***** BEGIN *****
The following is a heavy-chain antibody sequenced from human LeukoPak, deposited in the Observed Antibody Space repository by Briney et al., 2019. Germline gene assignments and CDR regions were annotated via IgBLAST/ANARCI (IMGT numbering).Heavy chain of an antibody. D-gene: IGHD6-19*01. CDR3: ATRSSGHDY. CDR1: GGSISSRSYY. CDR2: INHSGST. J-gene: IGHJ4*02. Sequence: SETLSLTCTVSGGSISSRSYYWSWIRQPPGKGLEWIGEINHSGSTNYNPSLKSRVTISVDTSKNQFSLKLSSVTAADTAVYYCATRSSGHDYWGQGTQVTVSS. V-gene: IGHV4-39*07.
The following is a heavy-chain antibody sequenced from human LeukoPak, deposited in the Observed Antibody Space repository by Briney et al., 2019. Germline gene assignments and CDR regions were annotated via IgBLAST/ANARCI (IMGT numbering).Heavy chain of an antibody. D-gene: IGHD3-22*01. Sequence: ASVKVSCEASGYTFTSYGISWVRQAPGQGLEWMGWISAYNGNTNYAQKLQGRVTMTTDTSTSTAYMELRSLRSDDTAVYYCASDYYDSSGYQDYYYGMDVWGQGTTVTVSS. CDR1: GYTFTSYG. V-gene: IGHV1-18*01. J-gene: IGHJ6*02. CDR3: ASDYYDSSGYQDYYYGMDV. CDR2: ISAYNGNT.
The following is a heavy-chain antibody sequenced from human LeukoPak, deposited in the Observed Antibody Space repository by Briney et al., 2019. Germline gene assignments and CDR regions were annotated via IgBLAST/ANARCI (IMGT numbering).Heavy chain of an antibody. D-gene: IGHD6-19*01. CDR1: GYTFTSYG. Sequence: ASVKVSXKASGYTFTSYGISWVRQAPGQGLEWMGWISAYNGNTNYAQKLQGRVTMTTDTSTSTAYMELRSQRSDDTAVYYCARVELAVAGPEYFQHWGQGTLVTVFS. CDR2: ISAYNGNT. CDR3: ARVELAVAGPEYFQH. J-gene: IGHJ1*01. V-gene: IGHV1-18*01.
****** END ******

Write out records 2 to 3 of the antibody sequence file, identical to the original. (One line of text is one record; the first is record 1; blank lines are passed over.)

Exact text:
The following is a heavy-chain antibody sequenced from human LeukoPak, deposited in the Observed Antibody Space repository by Briney et al., 2019. Germline gene assignments and CDR regions were annotated via IgBLAST/ANARCI (IMGT numbering).Heavy chain of an antibody. D-gene: IGHD3-22*01. Sequence: ASVKVSCEASGYTFTSYGISWVRQAPGQGLEWMGWISAYNGNTNYAQKLQGRVTMTTDTSTSTAYMELRSLRSDDTAVYYCASDYYDSSGYQDYYYGMDVWGQGTTVTVSS. CDR1: GYTFTSYG. V-gene: IGHV1-18*01. J-gene: IGHJ6*02. CDR3: ASDYYDSSGYQDYYYGMDV. CDR2: ISAYNGNT.
The following is a heavy-chain antibody sequenced from human LeukoPak, deposited in the Observed Antibody Space repository by Briney et al., 2019. Germline gene assignments and CDR regions were annotated via IgBLAST/ANARCI (IMGT numbering).Heavy chain of an antibody. D-gene: IGHD6-19*01. CDR1: GYTFTSYG. Sequence: ASVKVSXKASGYTFTSYGISWVRQAPGQGLEWMGWISAYNGNTNYAQKLQGRVTMTTDTSTSTAYMELRSQRSDDTAVYYCARVELAVAGPEYFQHWGQGTLVTVFS. CDR2: ISAYNGNT. CDR3: ARVELAVAGPEYFQH. J-gene: IGHJ1*01. V-gene: IGHV1-18*01.